Congress Plans for Continuing Resolution
The House is back in session this week along with the Senate for the first time since the end of the August recess. Lawmakers face a host of issues to contend with before they return to their districts next month to hit the campaign trail, but the biggest one is reaching agreement on legislation to fund the government past September 30.
Senators are preparing to vote on a continuing resolution (CR), possibly as early as next week, as the government shutdown deadline of September 30 fast approaches. At this point, the odds of Congress passing all 12 appropriations bills in both chambers is zero. Senators seem to be onboard with a stopgap measure that would fund the government through December 16, despite divisions over President Biden’s request for funding to respond to COVID-19 and the monkeypox outbreak. A possible roadblock to passage of the CR, however, is Senate Majority Leader Chuck Schumer's (NY) pledge to add permitting reform legislation as requested by Senator Joe Manchin (WN) and promised in the Inflation Reduction Act negotiations, due to opposition from Senator Bernie Sanders (VT) and House progressives along with some Senate Republicans.
American Workforce Act
On Thursday, September 8, Senator Tom Cotton (AR) introduced the American Workforce Act which overhauls workforce education and provides high school graduates with a $9,000 workforce training voucher to prospective ‘trainees’ to be used to participate in education programs designed by employers for jobs in their industry. The vouchers would be paid for in part by taxing wealthy private college endowments. The bill would also offer an additional $1,000 bonus to employers for each trainee that is hired after completion of the workforce training program. It would also require participating employers to provide training for positions that paid at least 80% of the local median household income.
The legislation would allow the voucher to subsidize employer-led workforce training programs that offer a full- time, paid position combining on-the-job experience and skilled workforce training. It would give employers flexibility to build their own training programs or delegate the training to a valid third-party entity, such as a trade association, community college, high school, non-profit, or union.
Click here to access the press release.
Click here to access the bill summary.
On Tuesday, September 13, the Senate Health, Education, Labor and Pensions (HELP) Committee will hold confirmation hearings for two of President Biden’s nominees: Jessica Looman for the Department of Labor’s (DOL) Wage and Hour Division and Karla Gilbride for EEOC’s general counsel’s office. Looman was nominated in July following the failure of Biden’s first pick, David Weil, to pass the full Senate. Looman has been serving as acting administrator prior to her nomination and continues to be its top official. Gilbride, an attorney at the nonprofit Public Justice, was nominated in June and, if confirmed, would fill a vacancy that has lingered since March 2021 after Biden fired Sharon Sharon Gustafson.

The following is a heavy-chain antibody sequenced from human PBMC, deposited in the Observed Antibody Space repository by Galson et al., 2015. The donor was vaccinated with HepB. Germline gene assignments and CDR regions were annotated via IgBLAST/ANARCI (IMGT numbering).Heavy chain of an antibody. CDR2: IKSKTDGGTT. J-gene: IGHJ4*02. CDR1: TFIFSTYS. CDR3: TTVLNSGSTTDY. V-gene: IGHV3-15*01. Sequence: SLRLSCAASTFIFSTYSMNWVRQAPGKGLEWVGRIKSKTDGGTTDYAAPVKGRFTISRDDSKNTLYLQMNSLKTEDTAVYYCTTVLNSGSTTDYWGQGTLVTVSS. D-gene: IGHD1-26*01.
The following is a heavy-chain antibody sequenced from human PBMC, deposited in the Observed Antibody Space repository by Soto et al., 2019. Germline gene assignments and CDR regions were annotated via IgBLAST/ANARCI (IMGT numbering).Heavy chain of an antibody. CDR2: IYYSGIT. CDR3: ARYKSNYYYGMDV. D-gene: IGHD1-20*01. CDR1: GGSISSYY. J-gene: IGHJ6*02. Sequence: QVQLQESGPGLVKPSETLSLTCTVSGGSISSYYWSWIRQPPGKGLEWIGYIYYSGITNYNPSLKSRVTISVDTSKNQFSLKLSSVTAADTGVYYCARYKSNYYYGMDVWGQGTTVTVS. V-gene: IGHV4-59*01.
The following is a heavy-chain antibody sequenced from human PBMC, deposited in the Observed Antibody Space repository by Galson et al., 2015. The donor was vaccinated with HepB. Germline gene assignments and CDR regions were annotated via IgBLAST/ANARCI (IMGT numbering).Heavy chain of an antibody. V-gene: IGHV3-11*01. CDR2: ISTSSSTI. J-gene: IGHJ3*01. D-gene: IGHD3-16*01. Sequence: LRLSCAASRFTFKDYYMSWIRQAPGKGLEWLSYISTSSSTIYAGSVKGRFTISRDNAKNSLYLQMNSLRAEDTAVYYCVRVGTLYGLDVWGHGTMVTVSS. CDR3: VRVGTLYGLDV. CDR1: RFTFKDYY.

Republicans have put up roadblocks on several other labor nominees still idling in the Senate, including: Jose Javier Rodriguez, nominated to run the Employment and Training Administration; Kalpana Kotagal, nominated to serve on the EEOC; Lisa Gomez, nominated to head DOL’s Employee Benefits Security Administration; Ernest DuBester’s confirmation to another term at the Federal Labor Relations Authority; and Kurt Rumsfeld, nominated to serve as FLRA’s general counsel.
Apprenticeship Ambassador Initiative
On Thursday, September 1, First Lady Dr. Jill Biden was joined by U.S. Department of Labor Secretary Marty Walsh and U.S. Department of Commerce Secretary Gina Raimondo to welcome the first group of 207 members of the Apprenticeship Ambassador Initiative,which brings together industry, labor, education, equity and workforce leaders to modernize, strengthen, diversify and accelerate the use of Registered Apprenticeships to advance career pathways and equity during economic recovery. The Ambassadors discussed steps being taken to expand apprenticeship programs throughout the nation and promote the benefits of Registered Apprenticeships in numerous industries.
The Apprenticeship Ambassadors have existing Registered Apprenticeship programs in over 40 in-demand industries and have committed to expand and diversify these programs over the next year by collectively: developing 460 new Registered Apprenticeship programs across their 40 industries, hiring over 10,000 new apprentices, and holding 5,000 outreach, promotional and training events to help other business, labor and education leaders launch similar programs. Registered Apprenticeships provide a time-honored and proven “earn-as-you-learn” model to train workers for good paying, high-quality jobs across industries.
The Department of Labor has announced that National Apprenticeship Week will be held from November 14-20, 2022.
Click here to learn more about Apprenticeship Ambassadors.
Initial Jobless Claims
In the week ending September 3, the advance figure for seasonally adjusted initial claims was 222,000, a decrease of 6,000 from the previous week's revised level. The previous week's level was revised down by 4,000 from 232,000 to 228,000. The 4-week moving average was 233,000, a decrease of 7,500 from the previous week's revised average. The previous week's average was revised down by 1,000 from 241,500 to 240,500. The advance seasonally adjusted insured unemployment rate was 1.0 percent for the week ending August 27, unchanged from the previous week's unrevised rate.
Click here to access the report.